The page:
My overriding concern in offering propositions was to forestall the emergence of recycled enemies who will once again seek to lock us into a cycle of doom and gloom at the turn of a new decade. If we have been excellent at anything in Nigeria, it has been at creating a succession pipeline of the worst of us ruling over the best of us. On my part, I remain committed to facilitating, however God enables me, the emergence of the best, brightest, fittest and most competent Nigerians across every gamut of our national life. I am more invested in discussions on the way forward and will thus not address individual comments, particularly as they were in response to words I simply did not utter or insinuations that were the concoctions of jaundiced imaginations.
It was Peter Drucker who said: “There is no success without a successor.” Great leaders think of succession from their very first day in office. The thought of succession informs the quality of lieutenants an effective leader appoints to strategic offices; it compels a leader to hire competent aides who can do the job as well, if not better, than they themselves can. Succession, or legacy-mindfulness, if you prefer, keeps a leader from the distractions of the side attractions of office, and keeps him or her focused on the deliverables, knowing that he or she has limited time.
Succession is about casting long term visions, building stable institutions and raising the next generation. My copious references to young people in the January 5, 2020 address was deliberate. I was pointing to the future of our nation and the need for inclusive transgenerational governance. I was echoing James Freeman Clarke who once observed that:
A politician thinks of the next election, a statesman of the next generation. A politician looks for the success of his party; a statesman for that of his country. The statesman wishes to steer, while the politician is satisfied to drift.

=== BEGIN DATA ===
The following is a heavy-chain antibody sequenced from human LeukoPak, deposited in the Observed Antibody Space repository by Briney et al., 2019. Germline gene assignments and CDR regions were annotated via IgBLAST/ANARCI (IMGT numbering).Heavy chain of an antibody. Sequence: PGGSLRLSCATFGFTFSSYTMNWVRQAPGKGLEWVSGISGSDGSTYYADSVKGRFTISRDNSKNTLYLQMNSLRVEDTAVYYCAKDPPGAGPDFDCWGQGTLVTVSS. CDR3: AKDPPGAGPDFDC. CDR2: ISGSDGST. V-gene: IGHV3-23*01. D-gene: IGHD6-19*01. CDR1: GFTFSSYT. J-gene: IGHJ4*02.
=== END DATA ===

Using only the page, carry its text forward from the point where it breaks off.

These are serious issues that cannot be muddled up by perverts pretending to be patriots or zeroes pretending to be heroes.
Inaccurate succession has been the bane of institutional leadership in Nigeria. Decades after the selfless leadership of our founding fathers, the citizenry has remained disillusioned with the self-aggrandisement of politicians who lack the values of the founding fathers. In the South, these politicians are quick to wear the cap and glasses of Chief Obafemi Awolowo, but lack the mental capacity and foresight of the late sage. In the North, these politicians affiliate themselves with the legacy of Sir Ahmadu Bello, but lack the heart with which the Sardauna worked for the progress of his people. In the East, they associate themselves with the giant strides of Dr Nnamdi Azikiwe and Michael Okpara, but their governance accomplishments are dwarfed compared to those of these heroes. These are signs of leadership succession failure.
I welcome discussions on the practicalities of this in our climate, even as I earnestly look forward to the day when the enemies of Nigeria, who are currently at large, will be rightly confined to the dustbin of history.
•Pastor Bakare is the Serving Overseer of the Citadel Global Community Church in Lagos.